Sony CyberShot DSC-T900
“For snapshots and photos of friends, it's a winner. For those who want to move beyond that, look elsewhere.”
- Stylish12MP digicam; 4x zoom; 3.5-inch touchscreen; HD video
- Might be too small for some; high noise; short battery life
So you want to be a super model? Eat only lettuce, workout daily, and visit the plastic surgeon regularly. If your goal is to be a super model digicam, slim yourself down to practically nothing, add some bling, a dash of cool technology, and you’re there. The super-slim Sony T series has always been the Heidi Klum of cameras, with knockout style and a shape that can’t be beat. Yet the T series has always been more than a pretty package, delivering quality images along with its signature style. The new DSC-T900 is the latest member of the roster. Resolution was kicked up to 12MP from 10.1, it’s been slimmed down almost 25 percent compared to last year, and topped off with an improved LCD screen and HD video. Is this model a runway success or a stumble? Let’s check it out.
Features and Design
The T Series has always led the style parade with its slim form factor, brushed-metal exterior, and very cool sliding front panel, which powers it on. Nothing really radical externally has changed compared to last year’s T500, except thickness has dropped from 21.4mm to 16.3mm. This baby is really thin. Width remains the same in order to accommodate the 3.5-inch touch screen. However, Sony has dramatically improved the resolution, bringing it up to 921K pixels, versus 230K for the T500. Dimensions are 3.9 x 2.4 x .64 (WHD, in inches), and it weighs 4.8 ounces fully dressed – or should we say, with battery and Pro Duo card.
We received a silver-finish model, but there are black, bronze and red options to fit your style. The outside of the T900 has very few buttons and controls, because almost all adjustments are made via the touch screen. With the front sliding panel in the off position, there are just two engraved logos on a field of brushed metal. Slide the panel down, and you’ll see the non-extending Carl Zeiss Vario-Tessar 4x zoom (35-140mm), stereo mic, AF assist lamp, and flash. The right and left sides have nothing but screws, while the bottom of the Made in Japan camera has a metal tripod mount, along with the compartment for the battery and Memory Stick Pro Duo card. There’s also a special jack that mates with the supplied docking station. This is where you’ll find all the inputs/outputs found on a typical, larger digicam: USB, A/V, HDMI and DC-in. Yes, this 2009 digicam takes 720p HD videos.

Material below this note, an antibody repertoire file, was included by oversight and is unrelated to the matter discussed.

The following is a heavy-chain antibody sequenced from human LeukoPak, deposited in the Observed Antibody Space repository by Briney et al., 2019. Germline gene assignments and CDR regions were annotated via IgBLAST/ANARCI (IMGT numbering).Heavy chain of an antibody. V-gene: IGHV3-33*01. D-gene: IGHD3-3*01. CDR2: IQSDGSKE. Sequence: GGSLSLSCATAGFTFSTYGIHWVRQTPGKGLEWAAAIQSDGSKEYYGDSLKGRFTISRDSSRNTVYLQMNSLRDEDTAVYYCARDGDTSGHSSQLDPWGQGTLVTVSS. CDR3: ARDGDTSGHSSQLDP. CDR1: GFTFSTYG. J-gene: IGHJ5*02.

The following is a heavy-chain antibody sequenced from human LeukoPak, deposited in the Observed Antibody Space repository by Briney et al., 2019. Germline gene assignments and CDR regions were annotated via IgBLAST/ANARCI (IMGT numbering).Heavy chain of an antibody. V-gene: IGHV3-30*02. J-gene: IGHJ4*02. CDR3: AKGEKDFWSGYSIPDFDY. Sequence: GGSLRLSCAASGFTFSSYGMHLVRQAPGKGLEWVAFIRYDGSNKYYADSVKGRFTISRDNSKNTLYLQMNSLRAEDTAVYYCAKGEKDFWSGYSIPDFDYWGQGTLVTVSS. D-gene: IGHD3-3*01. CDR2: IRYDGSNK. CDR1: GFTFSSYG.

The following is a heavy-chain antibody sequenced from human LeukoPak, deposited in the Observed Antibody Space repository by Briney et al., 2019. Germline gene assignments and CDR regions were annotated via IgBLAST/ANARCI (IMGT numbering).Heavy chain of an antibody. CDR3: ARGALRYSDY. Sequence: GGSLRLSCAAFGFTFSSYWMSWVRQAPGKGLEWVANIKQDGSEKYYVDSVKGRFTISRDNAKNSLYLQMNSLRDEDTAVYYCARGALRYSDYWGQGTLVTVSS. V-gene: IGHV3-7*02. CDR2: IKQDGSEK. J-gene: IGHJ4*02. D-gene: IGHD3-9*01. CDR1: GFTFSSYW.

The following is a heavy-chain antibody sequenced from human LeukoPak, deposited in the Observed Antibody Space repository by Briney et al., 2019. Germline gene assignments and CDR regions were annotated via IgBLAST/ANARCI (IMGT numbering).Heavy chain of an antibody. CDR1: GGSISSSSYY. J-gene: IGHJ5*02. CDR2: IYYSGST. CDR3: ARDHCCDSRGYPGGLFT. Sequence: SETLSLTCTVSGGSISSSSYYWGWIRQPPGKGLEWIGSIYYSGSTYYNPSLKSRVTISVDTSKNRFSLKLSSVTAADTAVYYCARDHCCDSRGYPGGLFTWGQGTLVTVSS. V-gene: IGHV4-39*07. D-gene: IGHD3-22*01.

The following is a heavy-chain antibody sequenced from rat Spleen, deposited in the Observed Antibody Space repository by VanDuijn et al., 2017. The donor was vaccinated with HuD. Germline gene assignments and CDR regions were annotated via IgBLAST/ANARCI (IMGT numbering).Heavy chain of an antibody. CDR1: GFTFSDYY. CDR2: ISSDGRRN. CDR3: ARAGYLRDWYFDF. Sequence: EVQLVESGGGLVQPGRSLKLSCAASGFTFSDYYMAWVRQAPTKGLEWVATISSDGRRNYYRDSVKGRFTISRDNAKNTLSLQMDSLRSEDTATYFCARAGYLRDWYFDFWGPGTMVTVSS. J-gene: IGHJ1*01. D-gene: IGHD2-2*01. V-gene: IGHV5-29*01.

The top of the T900 has a shutter button surrounded by a wide/tele switch, the power key, and a tiny, two-pinhole speaker. The top bezel on the back has a switch to move between still/video, and another to enter playback. The most critical element – and most obvious – on the rear is the 3.5-inch touch-screen LCD. It’s here you’ll find access to the myriad of menu options available. When you turn it on, there are icons flanking the main view screen. They can be eliminated to clear up the screen, but the actual viewing area is 2.75-inches diagonal. So even though the top line says 3.5-inch LCD, you lose a portion of that for the icon touch controls on the sides. Is this a rip-off? Not really. Canon models with true 3-inch screens like the SX200 IS are much thicker, in order to fit the physical controls. In this case, you really have to play with the touch screen controls to see if this tradeoff is worthwhile. We’ll give you our take in the performance section.
What’s In The Box?
The DSC-T900 comes with the typical bundle: camera, battery, charger, A/V and USB cables, as well as a wrist strap. There’s also a dock, a stylus used for “painting” on the LCD, but no HDMI cable, DC-in or MS Pro Duo card. The lack of a card or cable isn’t surprising (no one supplies them) but the DC-in should be part of the kit. Too bad Sony didn’t supply it. You also get a 62-page owner’s manual, and a link to a longer PDF on the supplied disk. The CD-ROM also has Sony’s latest version of Picture Motion Browser software for handling images. This is a decent freebie, and miles ahead of Sony’s earlier clunker programs.
Once the battery was charged and loaded, a 1GB MS Pro Duo card clicked into place, it was time to let our model strut her stuff.
Performance and Use